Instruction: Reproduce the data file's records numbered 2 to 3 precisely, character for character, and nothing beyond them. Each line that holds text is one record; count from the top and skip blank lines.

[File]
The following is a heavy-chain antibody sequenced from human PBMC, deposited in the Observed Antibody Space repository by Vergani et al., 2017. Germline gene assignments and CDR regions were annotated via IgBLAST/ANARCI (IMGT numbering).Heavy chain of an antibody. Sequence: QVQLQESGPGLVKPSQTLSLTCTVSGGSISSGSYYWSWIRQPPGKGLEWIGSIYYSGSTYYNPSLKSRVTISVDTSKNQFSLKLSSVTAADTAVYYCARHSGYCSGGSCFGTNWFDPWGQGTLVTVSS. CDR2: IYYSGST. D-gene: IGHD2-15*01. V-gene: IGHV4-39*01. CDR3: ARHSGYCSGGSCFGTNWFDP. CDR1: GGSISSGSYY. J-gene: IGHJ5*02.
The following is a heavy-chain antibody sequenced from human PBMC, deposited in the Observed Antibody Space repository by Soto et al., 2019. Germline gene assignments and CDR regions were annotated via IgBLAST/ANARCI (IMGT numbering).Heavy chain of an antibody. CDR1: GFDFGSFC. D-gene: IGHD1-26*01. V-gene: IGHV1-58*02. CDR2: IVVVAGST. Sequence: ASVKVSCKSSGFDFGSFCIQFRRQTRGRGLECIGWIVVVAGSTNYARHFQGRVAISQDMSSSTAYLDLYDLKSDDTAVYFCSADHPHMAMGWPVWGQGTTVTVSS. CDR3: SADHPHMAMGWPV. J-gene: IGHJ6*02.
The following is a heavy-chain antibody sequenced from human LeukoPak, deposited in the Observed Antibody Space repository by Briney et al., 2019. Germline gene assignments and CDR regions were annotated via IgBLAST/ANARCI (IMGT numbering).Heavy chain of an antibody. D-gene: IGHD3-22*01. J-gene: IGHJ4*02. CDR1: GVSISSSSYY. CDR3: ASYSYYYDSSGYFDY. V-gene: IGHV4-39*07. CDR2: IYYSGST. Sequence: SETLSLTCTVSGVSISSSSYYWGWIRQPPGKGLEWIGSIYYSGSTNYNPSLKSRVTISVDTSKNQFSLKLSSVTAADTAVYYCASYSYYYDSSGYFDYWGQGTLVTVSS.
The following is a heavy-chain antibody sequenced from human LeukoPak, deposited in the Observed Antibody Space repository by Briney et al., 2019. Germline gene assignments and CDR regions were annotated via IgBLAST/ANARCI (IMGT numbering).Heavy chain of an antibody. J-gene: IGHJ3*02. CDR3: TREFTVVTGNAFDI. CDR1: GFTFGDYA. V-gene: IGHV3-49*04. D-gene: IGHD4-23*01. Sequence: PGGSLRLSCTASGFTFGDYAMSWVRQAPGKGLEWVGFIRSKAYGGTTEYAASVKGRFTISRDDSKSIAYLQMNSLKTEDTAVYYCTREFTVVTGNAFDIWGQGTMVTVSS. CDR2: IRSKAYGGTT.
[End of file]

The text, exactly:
The following is a heavy-chain antibody sequenced from human PBMC, deposited in the Observed Antibody Space repository by Soto et al., 2019. Germline gene assignments and CDR regions were annotated via IgBLAST/ANARCI (IMGT numbering).Heavy chain of an antibody. CDR1: GFDFGSFC. D-gene: IGHD1-26*01. V-gene: IGHV1-58*02. CDR2: IVVVAGST. Sequence: ASVKVSCKSSGFDFGSFCIQFRRQTRGRGLECIGWIVVVAGSTNYARHFQGRVAISQDMSSSTAYLDLYDLKSDDTAVYFCSADHPHMAMGWPVWGQGTTVTVSS. CDR3: SADHPHMAMGWPV. J-gene: IGHJ6*02.
The following is a heavy-chain antibody sequenced from human LeukoPak, deposited in the Observed Antibody Space repository by Briney et al., 2019. Germline gene assignments and CDR regions were annotated via IgBLAST/ANARCI (IMGT numbering).Heavy chain of an antibody. D-gene: IGHD3-22*01. J-gene: IGHJ4*02. CDR1: GVSISSSSYY. CDR3: ASYSYYYDSSGYFDY. V-gene: IGHV4-39*07. CDR2: IYYSGST. Sequence: SETLSLTCTVSGVSISSSSYYWGWIRQPPGKGLEWIGSIYYSGSTNYNPSLKSRVTISVDTSKNQFSLKLSSVTAADTAVYYCASYSYYYDSSGYFDYWGQGTLVTVSS.